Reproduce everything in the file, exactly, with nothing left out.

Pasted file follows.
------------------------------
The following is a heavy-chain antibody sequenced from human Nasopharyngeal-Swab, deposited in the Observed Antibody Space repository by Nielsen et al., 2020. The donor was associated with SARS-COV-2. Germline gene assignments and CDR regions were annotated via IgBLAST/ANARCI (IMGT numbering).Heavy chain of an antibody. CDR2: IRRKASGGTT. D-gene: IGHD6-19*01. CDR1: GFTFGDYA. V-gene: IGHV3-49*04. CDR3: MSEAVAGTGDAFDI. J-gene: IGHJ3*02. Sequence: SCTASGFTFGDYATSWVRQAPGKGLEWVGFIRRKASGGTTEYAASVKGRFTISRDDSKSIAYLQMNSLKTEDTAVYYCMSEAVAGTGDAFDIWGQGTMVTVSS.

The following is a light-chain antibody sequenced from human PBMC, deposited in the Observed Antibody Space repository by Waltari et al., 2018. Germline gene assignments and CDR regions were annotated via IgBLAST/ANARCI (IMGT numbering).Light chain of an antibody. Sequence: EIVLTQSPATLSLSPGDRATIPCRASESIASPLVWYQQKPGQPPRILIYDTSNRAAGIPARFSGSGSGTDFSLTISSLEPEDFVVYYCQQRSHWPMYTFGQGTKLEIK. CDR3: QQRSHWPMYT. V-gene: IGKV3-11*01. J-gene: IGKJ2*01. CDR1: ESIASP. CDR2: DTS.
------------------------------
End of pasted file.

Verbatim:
The following is a heavy-chain antibody sequenced from human Nasopharyngeal-Swab, deposited in the Observed Antibody Space repository by Nielsen et al., 2020. The donor was associated with SARS-COV-2. Germline gene assignments and CDR regions were annotated via IgBLAST/ANARCI (IMGT numbering).Heavy chain of an antibody. CDR2: IRRKASGGTT. D-gene: IGHD6-19*01. CDR1: GFTFGDYA. V-gene: IGHV3-49*04. CDR3: MSEAVAGTGDAFDI. J-gene: IGHJ3*02. Sequence: SCTASGFTFGDYATSWVRQAPGKGLEWVGFIRRKASGGTTEYAASVKGRFTISRDDSKSIAYLQMNSLKTEDTAVYYCMSEAVAGTGDAFDIWGQGTMVTVSS.

The following is a light-chain antibody sequenced from human PBMC, deposited in the Observed Antibody Space repository by Waltari et al., 2018. Germline gene assignments and CDR regions were annotated via IgBLAST/ANARCI (IMGT numbering).Light chain of an antibody. Sequence: EIVLTQSPATLSLSPGDRATIPCRASESIASPLVWYQQKPGQPPRILIYDTSNRAAGIPARFSGSGSGTDFSLTISSLEPEDFVVYYCQQRSHWPMYTFGQGTKLEIK. CDR3: QQRSHWPMYT. V-gene: IGKV3-11*01. J-gene: IGKJ2*01. CDR1: ESIASP. CDR2: DTS.